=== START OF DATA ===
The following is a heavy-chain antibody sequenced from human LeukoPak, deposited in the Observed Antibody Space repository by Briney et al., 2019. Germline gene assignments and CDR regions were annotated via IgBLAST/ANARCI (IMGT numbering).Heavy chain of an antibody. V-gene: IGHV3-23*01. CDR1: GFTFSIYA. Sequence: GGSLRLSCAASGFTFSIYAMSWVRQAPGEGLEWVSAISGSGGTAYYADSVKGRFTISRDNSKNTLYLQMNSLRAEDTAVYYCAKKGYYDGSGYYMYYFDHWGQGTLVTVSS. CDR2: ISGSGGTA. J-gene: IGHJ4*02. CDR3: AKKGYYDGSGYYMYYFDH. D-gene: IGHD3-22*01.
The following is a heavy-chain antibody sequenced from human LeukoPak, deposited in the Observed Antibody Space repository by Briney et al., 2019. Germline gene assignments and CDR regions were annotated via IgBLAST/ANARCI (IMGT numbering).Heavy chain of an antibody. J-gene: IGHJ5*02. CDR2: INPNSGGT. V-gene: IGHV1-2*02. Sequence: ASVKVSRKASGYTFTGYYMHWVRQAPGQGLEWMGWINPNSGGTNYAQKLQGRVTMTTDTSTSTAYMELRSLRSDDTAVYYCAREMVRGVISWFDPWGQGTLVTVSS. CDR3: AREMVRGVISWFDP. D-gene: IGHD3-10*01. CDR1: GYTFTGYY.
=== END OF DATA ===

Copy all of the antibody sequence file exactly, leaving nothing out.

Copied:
The following is a heavy-chain antibody sequenced from human LeukoPak, deposited in the Observed Antibody Space repository by Briney et al., 2019. Germline gene assignments and CDR regions were annotated via IgBLAST/ANARCI (IMGT numbering).Heavy chain of an antibody. V-gene: IGHV3-23*01. CDR1: GFTFSIYA. Sequence: GGSLRLSCAASGFTFSIYAMSWVRQAPGEGLEWVSAISGSGGTAYYADSVKGRFTISRDNSKNTLYLQMNSLRAEDTAVYYCAKKGYYDGSGYYMYYFDHWGQGTLVTVSS. CDR2: ISGSGGTA. J-gene: IGHJ4*02. CDR3: AKKGYYDGSGYYMYYFDH. D-gene: IGHD3-22*01.
The following is a heavy-chain antibody sequenced from human LeukoPak, deposited in the Observed Antibody Space repository by Briney et al., 2019. Germline gene assignments and CDR regions were annotated via IgBLAST/ANARCI (IMGT numbering).Heavy chain of an antibody. J-gene: IGHJ5*02. CDR2: INPNSGGT. V-gene: IGHV1-2*02. Sequence: ASVKVSRKASGYTFTGYYMHWVRQAPGQGLEWMGWINPNSGGTNYAQKLQGRVTMTTDTSTSTAYMELRSLRSDDTAVYYCAREMVRGVISWFDPWGQGTLVTVSS. CDR3: AREMVRGVISWFDP. D-gene: IGHD3-10*01. CDR1: GYTFTGYY.